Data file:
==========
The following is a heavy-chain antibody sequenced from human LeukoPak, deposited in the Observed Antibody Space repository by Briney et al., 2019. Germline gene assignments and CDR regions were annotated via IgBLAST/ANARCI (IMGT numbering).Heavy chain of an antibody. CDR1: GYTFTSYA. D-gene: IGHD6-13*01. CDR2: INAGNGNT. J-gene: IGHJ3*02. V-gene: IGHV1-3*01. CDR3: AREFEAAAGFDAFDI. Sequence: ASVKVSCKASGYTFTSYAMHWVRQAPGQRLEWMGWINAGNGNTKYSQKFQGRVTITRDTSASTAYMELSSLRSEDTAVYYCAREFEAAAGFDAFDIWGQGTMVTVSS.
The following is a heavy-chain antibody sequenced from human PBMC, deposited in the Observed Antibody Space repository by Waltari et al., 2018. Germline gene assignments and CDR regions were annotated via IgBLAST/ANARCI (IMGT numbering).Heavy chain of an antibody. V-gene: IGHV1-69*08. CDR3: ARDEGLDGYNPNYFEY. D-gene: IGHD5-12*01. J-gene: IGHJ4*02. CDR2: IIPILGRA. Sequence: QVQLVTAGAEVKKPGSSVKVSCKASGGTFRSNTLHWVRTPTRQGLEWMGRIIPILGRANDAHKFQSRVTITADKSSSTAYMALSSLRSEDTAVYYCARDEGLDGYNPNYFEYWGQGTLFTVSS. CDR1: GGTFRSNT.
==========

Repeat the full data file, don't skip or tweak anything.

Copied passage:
The following is a heavy-chain antibody sequenced from human LeukoPak, deposited in the Observed Antibody Space repository by Briney et al., 2019. Germline gene assignments and CDR regions were annotated via IgBLAST/ANARCI (IMGT numbering).Heavy chain of an antibody. CDR1: GYTFTSYA. D-gene: IGHD6-13*01. CDR2: INAGNGNT. J-gene: IGHJ3*02. V-gene: IGHV1-3*01. CDR3: AREFEAAAGFDAFDI. Sequence: ASVKVSCKASGYTFTSYAMHWVRQAPGQRLEWMGWINAGNGNTKYSQKFQGRVTITRDTSASTAYMELSSLRSEDTAVYYCAREFEAAAGFDAFDIWGQGTMVTVSS.
The following is a heavy-chain antibody sequenced from human PBMC, deposited in the Observed Antibody Space repository by Waltari et al., 2018. Germline gene assignments and CDR regions were annotated via IgBLAST/ANARCI (IMGT numbering).Heavy chain of an antibody. V-gene: IGHV1-69*08. CDR3: ARDEGLDGYNPNYFEY. D-gene: IGHD5-12*01. J-gene: IGHJ4*02. CDR2: IIPILGRA. Sequence: QVQLVTAGAEVKKPGSSVKVSCKASGGTFRSNTLHWVRTPTRQGLEWMGRIIPILGRANDAHKFQSRVTITADKSSSTAYMALSSLRSEDTAVYYCARDEGLDGYNPNYFEYWGQGTLFTVSS. CDR1: GGTFRSNT.